Newt Gingrich’s campaign is rapidly imploding, and Ron Paul has now taken the lead in Iowa.  He’s at 23% to 20% for Mitt Romney, 14% for Gingrich, 10% each for Rick Santorum, Michele Bachmann, and Rick Perry, 4% for Jon Huntsman, and 2% for Gary Johnson.  Gingrich has now seen a big drop in his Iowa standing two weeks in a row.  His share of the vote has gone from 27% to 22% to 14%. … 22% of voters think [Paul has] run the best campaign in the state compared to only 8% for Gingrich and 5% for Romney. The only other candidate to hit double digits on that question is Bachmann at 19%.

Also, notice that she talks about the attacks on Gingrich being from “Romney and others”, when in actuality it was Paul who was most actively exposing Gingrich as the corrupt, inconsistent politician that he is in a series of scathing ads that aired in Iowa.  See for example…

New Ron Paul Ad Blasts Newt Gingrich for ‘Serial Hypocrisy’ (Forbes, 12/2/2011)
Ron Paul accuses Gingrich of ‘selling access’ to D.C. in new ad (Raw Story, 12/12/2011)
Ron Paul talks about Newt Gingrich working with Freddie Mac and taking payments from them which tax payers funded (Iowa GOP Debate, YouTube, 12/15/2011)

I think Kasie Hunt has some explaining to do.



UPDATE #1:
  I just found an article written by Kasie Hunt ten days ago (mirror, cache) which reveals that she was/is FULLY aware of Paul’s strength in Iowa.  She wrote:

A recent Des Moines Register poll this month showed Paul in second place behind Gingrich, with 18 percent support. That’s up from 12 percent in October and 7 percent in June.

[...]

He raised $5 million between July and September, and supporters say Paul will be able to stay in the contest as long as he wants because of a loyal following that sends him cash when he asks and new GOP rules that award convention delegates proportionally.  [...]

Unlike four years ago, Paul is running a much more methodical campaign and, in Iowa at least, is seeking to win the state the old-fashioned way.  He has spent more than a month and half campaigning here, and more than half a million dollars on ads. His campaign is sending out mail and making phone calls. And his campaign has proven that it knows how to organize supporters, a necessity to turn out people to vote at precinct caucuses on a cold January weeknight. He came within about 150 votes of beating Rep. Michele Bachmann at the key Iowa test vote in August — but his near-victory was barely mentioned in the press, supporters complain.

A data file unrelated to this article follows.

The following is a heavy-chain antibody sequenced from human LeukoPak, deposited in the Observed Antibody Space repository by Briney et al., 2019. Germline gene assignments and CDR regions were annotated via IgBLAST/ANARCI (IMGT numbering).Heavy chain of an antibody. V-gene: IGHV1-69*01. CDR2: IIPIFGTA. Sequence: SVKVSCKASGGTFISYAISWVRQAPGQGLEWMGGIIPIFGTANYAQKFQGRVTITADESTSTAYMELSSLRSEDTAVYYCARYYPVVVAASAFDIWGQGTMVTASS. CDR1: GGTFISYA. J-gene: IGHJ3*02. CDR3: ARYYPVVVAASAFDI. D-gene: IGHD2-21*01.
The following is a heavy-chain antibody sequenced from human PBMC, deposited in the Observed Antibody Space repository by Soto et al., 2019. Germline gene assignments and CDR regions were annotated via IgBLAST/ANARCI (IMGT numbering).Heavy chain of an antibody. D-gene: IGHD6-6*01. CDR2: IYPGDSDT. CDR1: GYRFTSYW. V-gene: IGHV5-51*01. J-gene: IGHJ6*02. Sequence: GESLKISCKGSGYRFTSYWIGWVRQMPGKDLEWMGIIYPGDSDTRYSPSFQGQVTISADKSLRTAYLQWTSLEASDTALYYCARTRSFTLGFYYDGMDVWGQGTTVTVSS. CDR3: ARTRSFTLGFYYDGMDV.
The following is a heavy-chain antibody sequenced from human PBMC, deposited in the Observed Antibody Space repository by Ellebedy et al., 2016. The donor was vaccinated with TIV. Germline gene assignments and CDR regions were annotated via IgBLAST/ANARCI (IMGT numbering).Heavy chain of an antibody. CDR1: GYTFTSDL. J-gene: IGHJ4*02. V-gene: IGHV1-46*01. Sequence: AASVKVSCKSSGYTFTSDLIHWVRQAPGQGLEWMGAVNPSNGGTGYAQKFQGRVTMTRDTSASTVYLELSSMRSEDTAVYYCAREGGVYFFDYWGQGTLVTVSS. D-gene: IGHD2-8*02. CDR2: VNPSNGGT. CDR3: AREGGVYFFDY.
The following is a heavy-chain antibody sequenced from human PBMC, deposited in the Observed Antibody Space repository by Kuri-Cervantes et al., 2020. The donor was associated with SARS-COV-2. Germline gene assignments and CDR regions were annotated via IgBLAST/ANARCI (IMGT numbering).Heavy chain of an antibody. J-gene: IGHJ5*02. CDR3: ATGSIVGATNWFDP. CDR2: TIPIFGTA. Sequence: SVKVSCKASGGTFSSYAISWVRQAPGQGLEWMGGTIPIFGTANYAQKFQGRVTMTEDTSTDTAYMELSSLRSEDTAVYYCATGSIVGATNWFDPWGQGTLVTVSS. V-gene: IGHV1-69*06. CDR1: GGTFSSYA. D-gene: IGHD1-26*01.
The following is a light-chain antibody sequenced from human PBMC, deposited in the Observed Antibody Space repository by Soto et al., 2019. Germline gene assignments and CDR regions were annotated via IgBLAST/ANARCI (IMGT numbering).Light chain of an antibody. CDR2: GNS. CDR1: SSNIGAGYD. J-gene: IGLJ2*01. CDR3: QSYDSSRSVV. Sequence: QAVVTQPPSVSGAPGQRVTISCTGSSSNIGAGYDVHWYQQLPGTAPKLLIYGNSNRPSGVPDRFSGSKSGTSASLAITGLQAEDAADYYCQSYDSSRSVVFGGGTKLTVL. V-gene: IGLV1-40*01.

A recent New York Times-CBS poll showed 70 percent of likely caucus-goers had heard from Paul’s campaign in some way.

Paul’s support is particularly strong among young people.

At least 1,000 students crowded into the Iowa State student union Thursday night to hear Paul’s rambling, half-hour speech — and then many waited nearly 45 minutes to have their photo taken with the congressman.

The better organized campaign is driven in part by the political operatives who helped Paul’s son, Rand Paul, win his Senate seat in 2010. Allies say that victory helped teach Paul’s ideological backers how to turn grassroots, movement support into a winning campaign.

The article also reveals that she is fully aware that it was Paul who was airing “blistering” commercials in Iowa exposing Gingrich. “[Paul is] not being shy about trying to bloody his rivals – particularly Romney’s chief challenger. This week, Paul’s on the air with a blistering commercial hitting Gingrich for “serial hypocrisy,” she wrote.

When she wrote these things ten days ago (Dec 9), Paul had moved into second place in Iowa.  This was big news, and the main thrust of Hunt’s spinmeistering article was that yes, Ron Paul is doing well in Iowa, but he has no chance of winning the nomination, and thus the real question is: How will this effect the battle between the candidates that REALLY matter — Gingrich and Romney?  Indeed, the title of the article was “Paul strength may help Romney in Iowa”  Furthermore, the section that I quoted at length above is the second half of the article.   In the first half — i.e. the part that people are most likely to read, and the part that will survive when other news outlets truncate the article before publishing it themselves –  she works to downplay Paul’s surge.   She uses the “some people say” technique, also known as  “weasel words“, telling us that “many Republican operatives doubt [that Paul] can win the race” and “some Republicans” theorize that Paul would “struggle to challenge Romney in New Hampshire, South Carolina and Florida the way Gingrich could”.

Below is the first half of Hunt’s article, with my annotations added in red.

Paul strength may help Romney in Iowa
By KASIE HUNT
Associated Press